Found In: The Indo-Pacific Hump-backed Dolphin prefers to feed close to shore and in tidal creeks. It may enter rivers and estuaries. It is usually found in sheltered coastal waters including mangrove swamps. It is said to be seen in shallow waters less than 20 m deep and rarely out of sight of land.

There have been reports that the Hump-backed Dolphin is a vegetarian, but it feeds only on fish, molluscs and crustaceans.

Records from India: This species is common in the coastal waters of India. It is frequently caught in fishermen's nets. There are many records of the Indo-Pacific Humpbacked Dolphin from the Indian coast, including the Andamans.

Date Details Sources
[?] Skull from Visakhapatnam in the British Museum, gifted by Sir Walter Elliot. De Silva, 1987
[?] Stranding on the Malabar coast reported by Blanford. De Silva, 1987
[?] Stranding at Alibag, Bombay reported by Blanford. De Silva, 1987
[?] Stranding at Waltair, Vizagapatam, reported by Blanford. De Silva, 1987
1827 Two skulls collected from the Malabar coast by Dussumier. De Silva, 1987
[?] Mounted specimen in the Museum d’Histoire Naturelle, Laboratoire d’Anatomie Comparee, France. De Silva, 1987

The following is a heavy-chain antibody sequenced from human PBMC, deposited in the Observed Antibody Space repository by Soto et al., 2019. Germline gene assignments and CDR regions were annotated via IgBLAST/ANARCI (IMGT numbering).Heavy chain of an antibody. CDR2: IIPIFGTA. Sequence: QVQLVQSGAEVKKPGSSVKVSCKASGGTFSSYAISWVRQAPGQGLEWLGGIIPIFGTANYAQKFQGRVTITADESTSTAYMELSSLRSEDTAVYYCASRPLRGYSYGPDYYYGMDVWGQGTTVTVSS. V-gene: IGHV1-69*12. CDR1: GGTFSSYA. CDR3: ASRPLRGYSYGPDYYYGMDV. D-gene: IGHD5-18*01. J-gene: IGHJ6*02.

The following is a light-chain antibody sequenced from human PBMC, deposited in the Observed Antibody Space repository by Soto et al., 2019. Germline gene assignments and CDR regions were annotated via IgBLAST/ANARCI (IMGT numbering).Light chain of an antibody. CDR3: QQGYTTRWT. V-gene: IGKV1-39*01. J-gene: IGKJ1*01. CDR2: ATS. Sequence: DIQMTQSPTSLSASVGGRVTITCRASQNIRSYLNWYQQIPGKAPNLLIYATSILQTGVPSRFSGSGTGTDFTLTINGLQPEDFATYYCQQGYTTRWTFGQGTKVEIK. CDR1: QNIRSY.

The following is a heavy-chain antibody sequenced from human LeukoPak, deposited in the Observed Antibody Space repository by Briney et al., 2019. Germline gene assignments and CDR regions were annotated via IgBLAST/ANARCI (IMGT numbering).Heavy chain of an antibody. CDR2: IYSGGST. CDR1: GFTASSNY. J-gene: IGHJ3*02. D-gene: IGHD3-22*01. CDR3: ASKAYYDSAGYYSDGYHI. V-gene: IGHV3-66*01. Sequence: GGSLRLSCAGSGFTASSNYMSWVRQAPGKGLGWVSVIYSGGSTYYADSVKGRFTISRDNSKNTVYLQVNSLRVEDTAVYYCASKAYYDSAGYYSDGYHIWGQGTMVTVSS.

[?] Two skulls in the Bombay Natural History Society De Silva, 1987
1837 Sightings off Malabar. De Silva, 1987
18 September 1854 Sightings off Visakhapatnam. De Silva, 1987
1866 [?] “Delphinus lentiginosus” described by Owen from Walter Elliot’s collections made on the East coast. Jerdon, 1867
[?] One cast ashore near Dhanu, Tanna district. Sinclair, 1895
31 March 1901 [?] Young specimen “Sotalia fergusoni” measuring 1 m (3 feet 6 inches) cast ashore at Trivandrum beach. Lydekker, 1904
1903 “Sotalia lentiginosa” – an immature specimen obtained from Travancore. Pillay, 1926
August 1908 “Sotalia lentiginosa” specimen measuring 2.15 m (7 feet, 2 inches) obtained from Travancore. Pillay, 1926
16 December 1976 One dolphin washed ashore on the coast of Devka, 20°25’N, 72°53’E, identified as Sotalia sp. Joglekar et al., 1975
1976–1980 Eleven animals caught in gillnets off Calicut coast. Lal Mohan, 1985
2 September 1978 Male 2.7 m long dolphin caught in gillnet off Calicut. James & Lal Mohan, 1987
22 December 1980 Four animals sighted at Calicut Harbour. De Silva, 1987
12 February 1981 One entangled in gillnet off Calicut. Lal Mohan, 1983
15 September 1981 Female with foetus landed at Calicut. Lal Mohan, 1982
April 1982 Sightings northeast of the Andaman Islands. De Silva, 1987